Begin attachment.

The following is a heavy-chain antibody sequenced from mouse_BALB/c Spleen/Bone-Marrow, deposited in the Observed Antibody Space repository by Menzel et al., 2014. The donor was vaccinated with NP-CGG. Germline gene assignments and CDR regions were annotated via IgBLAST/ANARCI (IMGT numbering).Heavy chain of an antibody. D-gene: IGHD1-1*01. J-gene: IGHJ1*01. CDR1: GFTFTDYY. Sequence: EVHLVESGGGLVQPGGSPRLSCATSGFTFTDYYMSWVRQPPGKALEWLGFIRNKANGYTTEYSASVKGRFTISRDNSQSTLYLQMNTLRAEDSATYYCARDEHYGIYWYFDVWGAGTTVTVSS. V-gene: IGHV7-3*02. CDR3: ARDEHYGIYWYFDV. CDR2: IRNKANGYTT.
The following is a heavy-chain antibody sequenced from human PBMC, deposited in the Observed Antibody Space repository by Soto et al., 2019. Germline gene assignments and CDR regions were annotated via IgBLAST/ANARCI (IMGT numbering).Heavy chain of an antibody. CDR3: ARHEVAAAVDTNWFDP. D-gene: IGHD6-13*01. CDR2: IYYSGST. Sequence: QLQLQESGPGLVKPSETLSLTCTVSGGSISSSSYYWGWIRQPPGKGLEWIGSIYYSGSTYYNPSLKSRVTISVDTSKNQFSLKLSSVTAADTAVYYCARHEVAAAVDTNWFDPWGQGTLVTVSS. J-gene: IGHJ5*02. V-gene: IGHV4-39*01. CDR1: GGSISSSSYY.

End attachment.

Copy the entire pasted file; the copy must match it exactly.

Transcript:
The following is a heavy-chain antibody sequenced from mouse_BALB/c Spleen/Bone-Marrow, deposited in the Observed Antibody Space repository by Menzel et al., 2014. The donor was vaccinated with NP-CGG. Germline gene assignments and CDR regions were annotated via IgBLAST/ANARCI (IMGT numbering).Heavy chain of an antibody. D-gene: IGHD1-1*01. J-gene: IGHJ1*01. CDR1: GFTFTDYY. Sequence: EVHLVESGGGLVQPGGSPRLSCATSGFTFTDYYMSWVRQPPGKALEWLGFIRNKANGYTTEYSASVKGRFTISRDNSQSTLYLQMNTLRAEDSATYYCARDEHYGIYWYFDVWGAGTTVTVSS. V-gene: IGHV7-3*02. CDR3: ARDEHYGIYWYFDV. CDR2: IRNKANGYTT.
The following is a heavy-chain antibody sequenced from human PBMC, deposited in the Observed Antibody Space repository by Soto et al., 2019. Germline gene assignments and CDR regions were annotated via IgBLAST/ANARCI (IMGT numbering).Heavy chain of an antibody. CDR3: ARHEVAAAVDTNWFDP. D-gene: IGHD6-13*01. CDR2: IYYSGST. Sequence: QLQLQESGPGLVKPSETLSLTCTVSGGSISSSSYYWGWIRQPPGKGLEWIGSIYYSGSTYYNPSLKSRVTISVDTSKNQFSLKLSSVTAADTAVYYCARHEVAAAVDTNWFDPWGQGTLVTVSS. J-gene: IGHJ5*02. V-gene: IGHV4-39*01. CDR1: GGSISSSSYY.